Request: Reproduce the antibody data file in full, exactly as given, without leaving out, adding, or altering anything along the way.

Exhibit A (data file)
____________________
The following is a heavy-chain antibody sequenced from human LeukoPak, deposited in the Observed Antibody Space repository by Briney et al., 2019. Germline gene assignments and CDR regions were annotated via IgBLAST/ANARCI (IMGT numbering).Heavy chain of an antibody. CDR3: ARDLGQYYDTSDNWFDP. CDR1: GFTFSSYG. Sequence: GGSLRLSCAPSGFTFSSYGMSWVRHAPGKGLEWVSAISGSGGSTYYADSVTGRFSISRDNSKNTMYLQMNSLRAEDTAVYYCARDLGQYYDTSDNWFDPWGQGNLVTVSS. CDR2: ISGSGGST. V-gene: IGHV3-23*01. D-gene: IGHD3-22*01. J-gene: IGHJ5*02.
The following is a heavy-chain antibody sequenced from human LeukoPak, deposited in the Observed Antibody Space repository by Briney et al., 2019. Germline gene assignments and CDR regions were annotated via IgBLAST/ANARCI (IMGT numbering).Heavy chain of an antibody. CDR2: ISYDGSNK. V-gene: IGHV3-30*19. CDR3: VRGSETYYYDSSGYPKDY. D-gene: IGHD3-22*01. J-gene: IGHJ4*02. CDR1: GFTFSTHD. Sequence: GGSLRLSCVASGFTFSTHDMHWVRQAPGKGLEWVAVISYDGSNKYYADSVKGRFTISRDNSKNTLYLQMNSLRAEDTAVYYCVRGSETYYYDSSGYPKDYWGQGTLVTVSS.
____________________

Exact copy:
The following is a heavy-chain antibody sequenced from human LeukoPak, deposited in the Observed Antibody Space repository by Briney et al., 2019. Germline gene assignments and CDR regions were annotated via IgBLAST/ANARCI (IMGT numbering).Heavy chain of an antibody. CDR3: ARDLGQYYDTSDNWFDP. CDR1: GFTFSSYG. Sequence: GGSLRLSCAPSGFTFSSYGMSWVRHAPGKGLEWVSAISGSGGSTYYADSVTGRFSISRDNSKNTMYLQMNSLRAEDTAVYYCARDLGQYYDTSDNWFDPWGQGNLVTVSS. CDR2: ISGSGGST. V-gene: IGHV3-23*01. D-gene: IGHD3-22*01. J-gene: IGHJ5*02.
The following is a heavy-chain antibody sequenced from human LeukoPak, deposited in the Observed Antibody Space repository by Briney et al., 2019. Germline gene assignments and CDR regions were annotated via IgBLAST/ANARCI (IMGT numbering).Heavy chain of an antibody. CDR2: ISYDGSNK. V-gene: IGHV3-30*19. CDR3: VRGSETYYYDSSGYPKDY. D-gene: IGHD3-22*01. J-gene: IGHJ4*02. CDR1: GFTFSTHD. Sequence: GGSLRLSCVASGFTFSTHDMHWVRQAPGKGLEWVAVISYDGSNKYYADSVKGRFTISRDNSKNTLYLQMNSLRAEDTAVYYCVRGSETYYYDSSGYPKDYWGQGTLVTVSS.